Sporting

Too Many Dawgs on the Field

During the 1997 game between Georgia and Kentucky, a chocolate Lab named Tubby went down in football history

photo: Adobe Stock

Georgia logo at Sanford Stadium.

Typically, on a fall Saturday in the University of Georgia’s Sanford Stadium, you’ll only find eleven Dawgs on the field at any given time. That is, unless a rogue local chocolate Lab gets his way. 

On October 25, 1997, the Georgia Bulldogs played the Kentucky Wildcats at home in Athens. Mark Schlabach, now a columnist for ESPN who was covering the Bulldogs at the time, sat in the press box high above the field when the people around him started to cheer. “I looked up from my laptop in the press box and saw the dog standing at midfield,” Schlabach wrote for ESPN in 2019. “Immediately, I knew it was mine—and I could feel the blood drain from my face.”

Tubby, a one-year-old chocolate Lab, was known to be a troublemaker, often sneaking out of Schlabach’s house and journeying towards local restaurants or any destination where he might find a tennis ball. Or a football. 

The day of the Kentucky game, Schlabach had left Tubby inside his house. But four minutes into the first quarter, after apparently escaping the house and trailing the Redcoat Marching Band through a side gate into the stadium, Tubby darted onto the field, stopping play as he skirted players, coaches, and security guards. “Now he’s gone to the Georgia huddle,” the legendary UGA announcer Larry Munson commentated. “Bobo and Corey Allen started toward him, but he keeps breaking out into the Kentucky secondary. He runs by an official. I can’t believe I’m doing the play-by-play of a dog.”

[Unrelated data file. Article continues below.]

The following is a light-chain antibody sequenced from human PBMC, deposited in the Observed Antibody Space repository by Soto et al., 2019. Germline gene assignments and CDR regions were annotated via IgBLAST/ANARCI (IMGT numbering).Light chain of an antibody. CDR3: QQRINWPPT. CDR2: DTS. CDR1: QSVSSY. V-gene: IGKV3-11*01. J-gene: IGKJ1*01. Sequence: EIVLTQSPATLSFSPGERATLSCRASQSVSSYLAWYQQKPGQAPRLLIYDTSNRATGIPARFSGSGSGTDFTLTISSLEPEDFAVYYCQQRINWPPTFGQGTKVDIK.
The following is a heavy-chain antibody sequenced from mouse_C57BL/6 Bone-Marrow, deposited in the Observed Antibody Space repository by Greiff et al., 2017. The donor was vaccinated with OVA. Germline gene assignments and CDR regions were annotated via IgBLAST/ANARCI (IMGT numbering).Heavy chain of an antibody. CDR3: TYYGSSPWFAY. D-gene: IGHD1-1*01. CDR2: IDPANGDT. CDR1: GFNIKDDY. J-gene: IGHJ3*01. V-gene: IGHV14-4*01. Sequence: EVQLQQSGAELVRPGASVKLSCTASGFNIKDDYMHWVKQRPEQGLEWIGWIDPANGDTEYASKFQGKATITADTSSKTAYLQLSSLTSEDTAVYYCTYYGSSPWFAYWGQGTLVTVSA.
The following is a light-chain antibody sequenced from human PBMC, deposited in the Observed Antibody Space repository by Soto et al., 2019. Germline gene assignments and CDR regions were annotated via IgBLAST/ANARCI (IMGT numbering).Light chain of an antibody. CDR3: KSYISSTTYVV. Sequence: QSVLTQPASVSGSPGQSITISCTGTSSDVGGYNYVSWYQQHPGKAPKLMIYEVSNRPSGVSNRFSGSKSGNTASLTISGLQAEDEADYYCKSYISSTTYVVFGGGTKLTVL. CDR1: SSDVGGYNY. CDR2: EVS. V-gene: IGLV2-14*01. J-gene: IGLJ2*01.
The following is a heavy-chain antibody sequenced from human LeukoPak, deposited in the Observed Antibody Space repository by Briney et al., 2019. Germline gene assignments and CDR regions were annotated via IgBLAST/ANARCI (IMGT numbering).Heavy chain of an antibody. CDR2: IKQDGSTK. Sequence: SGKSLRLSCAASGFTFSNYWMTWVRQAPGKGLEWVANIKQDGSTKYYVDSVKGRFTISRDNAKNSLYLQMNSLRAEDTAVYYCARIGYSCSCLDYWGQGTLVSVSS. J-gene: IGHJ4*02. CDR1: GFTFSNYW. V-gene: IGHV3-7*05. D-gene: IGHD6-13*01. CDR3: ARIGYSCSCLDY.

After about four minutes, the Athens-Clarke County Animal Control apprehended him and hauled him off to a shelter, where he spent a day in solitary confinement to atone for his behavior. 

The Bulldogs won 23–13 that day, and junior defensive back Kirby Smart, now UGA’s head coach, had two interceptions, but it was Tubby that made the biggest impression. A month later, he had a hearing in a municipal court (the charges were dropped) and his story was told in the Atlanta Journal-Constitution, SportsCenter, and CNN, among other outlets, proving that even a “bad dog” can still be a damn good dawg. 


Watch Tubby in the video below (his part starts at 38 seconds) and read Schlabach’s account here.


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